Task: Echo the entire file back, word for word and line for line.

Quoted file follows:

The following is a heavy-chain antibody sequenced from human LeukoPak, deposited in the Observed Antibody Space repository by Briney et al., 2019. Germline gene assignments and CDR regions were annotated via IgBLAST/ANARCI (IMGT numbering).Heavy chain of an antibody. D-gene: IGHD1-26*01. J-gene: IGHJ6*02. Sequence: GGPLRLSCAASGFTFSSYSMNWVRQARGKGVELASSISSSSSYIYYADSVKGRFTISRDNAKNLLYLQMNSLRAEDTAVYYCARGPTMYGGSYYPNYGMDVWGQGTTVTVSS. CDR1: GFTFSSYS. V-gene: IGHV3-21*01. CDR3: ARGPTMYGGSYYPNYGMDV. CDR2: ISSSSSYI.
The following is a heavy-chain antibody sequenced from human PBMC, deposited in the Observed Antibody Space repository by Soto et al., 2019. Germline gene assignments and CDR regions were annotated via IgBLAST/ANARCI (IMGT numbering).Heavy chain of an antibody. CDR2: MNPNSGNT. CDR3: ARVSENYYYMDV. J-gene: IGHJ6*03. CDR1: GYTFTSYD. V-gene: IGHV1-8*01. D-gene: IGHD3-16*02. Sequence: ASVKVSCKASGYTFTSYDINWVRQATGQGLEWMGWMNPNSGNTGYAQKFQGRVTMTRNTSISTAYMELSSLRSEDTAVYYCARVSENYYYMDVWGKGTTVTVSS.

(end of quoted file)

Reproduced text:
The following is a heavy-chain antibody sequenced from human LeukoPak, deposited in the Observed Antibody Space repository by Briney et al., 2019. Germline gene assignments and CDR regions were annotated via IgBLAST/ANARCI (IMGT numbering).Heavy chain of an antibody. D-gene: IGHD1-26*01. J-gene: IGHJ6*02. Sequence: GGPLRLSCAASGFTFSSYSMNWVRQARGKGVELASSISSSSSYIYYADSVKGRFTISRDNAKNLLYLQMNSLRAEDTAVYYCARGPTMYGGSYYPNYGMDVWGQGTTVTVSS. CDR1: GFTFSSYS. V-gene: IGHV3-21*01. CDR3: ARGPTMYGGSYYPNYGMDV. CDR2: ISSSSSYI.
The following is a heavy-chain antibody sequenced from human PBMC, deposited in the Observed Antibody Space repository by Soto et al., 2019. Germline gene assignments and CDR regions were annotated via IgBLAST/ANARCI (IMGT numbering).Heavy chain of an antibody. CDR2: MNPNSGNT. CDR3: ARVSENYYYMDV. J-gene: IGHJ6*03. CDR1: GYTFTSYD. V-gene: IGHV1-8*01. D-gene: IGHD3-16*02. Sequence: ASVKVSCKASGYTFTSYDINWVRQATGQGLEWMGWMNPNSGNTGYAQKFQGRVTMTRNTSISTAYMELSSLRSEDTAVYYCARVSENYYYMDVWGKGTTVTVSS.